Rational Religion

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Basis of The Rational Religion.


FIRST PREMISE:  The only constant is change.


The trouble is, most human beings don't like change.


They like variety, which is a different thing; small changes, but cyclic and predictable; as grand as the seasons in a temperate climate, or as small as the shifting shadows as the sun crosses the daily sky; Travel...or carefully planned adventure. 


Variety is manageable, and one can return to the original conditions; or a familiar spectrum of experience. 


But change demands that we become something or someone that our life experience -- up to the point of change  -- has not prepared us to be. 


It's scary as hell!


The Rational Religionist takes what the conventional metaphysician most fears and recoils against, and makes it the foundation of belief. 


The only constant is Change, but we cannot know where Change will lead.  We can "predict" and "guess" but experience teaches us how bad we are at that. 


So the Unknown is eternal.  No specific part of it may be unknowable, but there is simply more of it than we will ever get around to.


This concept of the Great Unknown fits the criteria for all First Premises.   It is essentially unprovable, therefore irrefutable.


Where metaphysics goes awry is the point at which the individual's personal readout of the Universe becomes frozen and solidified into a conviction. 


Conviction is the enemy of investigation.  If you are convinced of something, you are going to ignore - or actively resist - any and all evidence to the contrary.


Even if you believe in something with impeccable intellectual credentials; say, Scientific Method; you are liable to fall prey to conviction. 


I suspect that Scientific Method is the most important intellectual tool the species has invented and may be capable of formulating.  The best evidence I have is that it promises to give us the most accurate read on the objectively "real" universe, well into the future.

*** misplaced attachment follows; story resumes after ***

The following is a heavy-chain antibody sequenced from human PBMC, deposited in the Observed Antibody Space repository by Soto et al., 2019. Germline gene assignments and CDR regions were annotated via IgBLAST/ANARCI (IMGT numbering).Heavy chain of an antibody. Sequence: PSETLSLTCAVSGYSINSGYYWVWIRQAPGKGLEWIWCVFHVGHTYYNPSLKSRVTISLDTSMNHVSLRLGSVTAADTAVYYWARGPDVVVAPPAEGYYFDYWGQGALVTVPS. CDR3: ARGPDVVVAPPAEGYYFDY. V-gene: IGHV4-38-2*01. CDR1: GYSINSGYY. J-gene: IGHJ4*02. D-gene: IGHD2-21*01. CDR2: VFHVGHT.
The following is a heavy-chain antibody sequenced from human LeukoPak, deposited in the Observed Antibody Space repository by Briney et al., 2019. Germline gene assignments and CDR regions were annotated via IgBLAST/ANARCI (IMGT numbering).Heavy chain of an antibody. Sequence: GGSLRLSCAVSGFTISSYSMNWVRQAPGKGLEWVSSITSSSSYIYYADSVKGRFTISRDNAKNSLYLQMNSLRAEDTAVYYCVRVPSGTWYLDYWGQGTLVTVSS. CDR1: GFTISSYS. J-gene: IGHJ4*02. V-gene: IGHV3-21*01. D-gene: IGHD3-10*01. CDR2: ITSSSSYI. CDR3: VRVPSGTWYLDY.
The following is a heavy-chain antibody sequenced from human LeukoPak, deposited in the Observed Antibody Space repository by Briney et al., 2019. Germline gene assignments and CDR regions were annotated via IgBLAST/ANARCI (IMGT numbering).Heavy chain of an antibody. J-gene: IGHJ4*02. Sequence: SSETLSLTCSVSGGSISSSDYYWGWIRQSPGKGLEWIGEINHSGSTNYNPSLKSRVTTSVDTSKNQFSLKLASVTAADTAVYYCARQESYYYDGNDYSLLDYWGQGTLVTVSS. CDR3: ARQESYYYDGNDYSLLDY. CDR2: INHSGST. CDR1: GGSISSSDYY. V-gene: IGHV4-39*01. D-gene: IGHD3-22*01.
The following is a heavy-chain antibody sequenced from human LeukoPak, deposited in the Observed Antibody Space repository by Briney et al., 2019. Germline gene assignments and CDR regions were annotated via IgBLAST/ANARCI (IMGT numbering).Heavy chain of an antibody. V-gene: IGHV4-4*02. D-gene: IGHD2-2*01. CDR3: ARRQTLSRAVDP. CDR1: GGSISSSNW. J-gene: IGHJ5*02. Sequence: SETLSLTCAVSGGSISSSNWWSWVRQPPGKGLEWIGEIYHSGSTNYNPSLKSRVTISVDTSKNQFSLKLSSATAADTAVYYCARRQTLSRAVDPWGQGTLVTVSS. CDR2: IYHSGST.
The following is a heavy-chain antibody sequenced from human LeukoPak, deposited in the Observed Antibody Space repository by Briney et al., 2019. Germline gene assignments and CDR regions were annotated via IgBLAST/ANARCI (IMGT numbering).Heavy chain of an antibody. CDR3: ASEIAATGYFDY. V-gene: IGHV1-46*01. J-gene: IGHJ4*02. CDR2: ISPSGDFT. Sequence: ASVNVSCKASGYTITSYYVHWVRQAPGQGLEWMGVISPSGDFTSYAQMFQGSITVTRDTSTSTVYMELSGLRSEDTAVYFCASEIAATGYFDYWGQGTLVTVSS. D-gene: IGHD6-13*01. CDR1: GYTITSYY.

It would, however, be inaccurate to say that I "believe" in Scientific Method, any more than I "believe" in the tools in my toolbox.   Any one of which I would put aside if a better one for the purpose were invented.


With my contractor's various tools I can build a house; a useful construct, given the worldwide shortage of dry caves.  With Scientific Method, trained practitioners can build testable theories and concepts, leading to all sorts of useful constructs, from consumer goods to military hardware.


No one would try to use either set of tools to write a poem; or a play; or compose a symphony.


(Some people might take a shot at painting or drawing with them.  For a few years, a couple or three decades ago, the art world became briefly infatuated with what was called "Op Art"   - which was largely the visual investigation of elementary physical and mathematical principles.  The movement pretty much died out and remains only as a curiosity in the history of Western art.   [Or was it replaced by Mandelbrot on an oscilloscope screen?] I suspect it was simply too mechanistic to qualify as aesthetic.  It was intriguing, occasionally surprising, but not moving.   And for a short while the aesthetic reaction against it even tarred the brilliant Maurits Escher's art with the label of "trickery" or "geometric exercise."  But Escher's work has philosophical depth, even if its most pervasive element is paradox.  Paradox has a profound emotional impact.)


Meanwhile, the only thing we can be sure of is that the Universe is changing, around us and within us.


Most conventional religions assist us only to ignore the changes.  They immerse us in elaborate fictions which deny the physical realities; or interpret them in terms less disturbing to our peace of mind.


The Rational Religion trades in the comforting fairy tales for a chance at understanding what is going on.   It's not a good trade for everybody. .